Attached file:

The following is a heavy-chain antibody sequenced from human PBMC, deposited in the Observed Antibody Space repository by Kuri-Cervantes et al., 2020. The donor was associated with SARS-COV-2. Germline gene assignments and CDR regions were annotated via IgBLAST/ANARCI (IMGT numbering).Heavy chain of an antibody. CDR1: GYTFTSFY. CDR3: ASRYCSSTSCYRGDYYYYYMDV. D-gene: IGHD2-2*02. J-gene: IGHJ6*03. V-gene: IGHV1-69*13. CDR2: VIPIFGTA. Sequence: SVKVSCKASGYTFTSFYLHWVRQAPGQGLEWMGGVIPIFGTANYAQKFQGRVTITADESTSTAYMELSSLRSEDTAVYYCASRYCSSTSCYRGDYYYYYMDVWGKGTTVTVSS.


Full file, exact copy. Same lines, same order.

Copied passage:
The following is a heavy-chain antibody sequenced from human PBMC, deposited in the Observed Antibody Space repository by Kuri-Cervantes et al., 2020. The donor was associated with SARS-COV-2. Germline gene assignments and CDR regions were annotated via IgBLAST/ANARCI (IMGT numbering).Heavy chain of an antibody. CDR1: GYTFTSFY. CDR3: ASRYCSSTSCYRGDYYYYYMDV. D-gene: IGHD2-2*02. J-gene: IGHJ6*03. V-gene: IGHV1-69*13. CDR2: VIPIFGTA. Sequence: SVKVSCKASGYTFTSFYLHWVRQAPGQGLEWMGGVIPIFGTANYAQKFQGRVTITADESTSTAYMELSSLRSEDTAVYYCASRYCSSTSCYRGDYYYYYMDVWGKGTTVTVSS.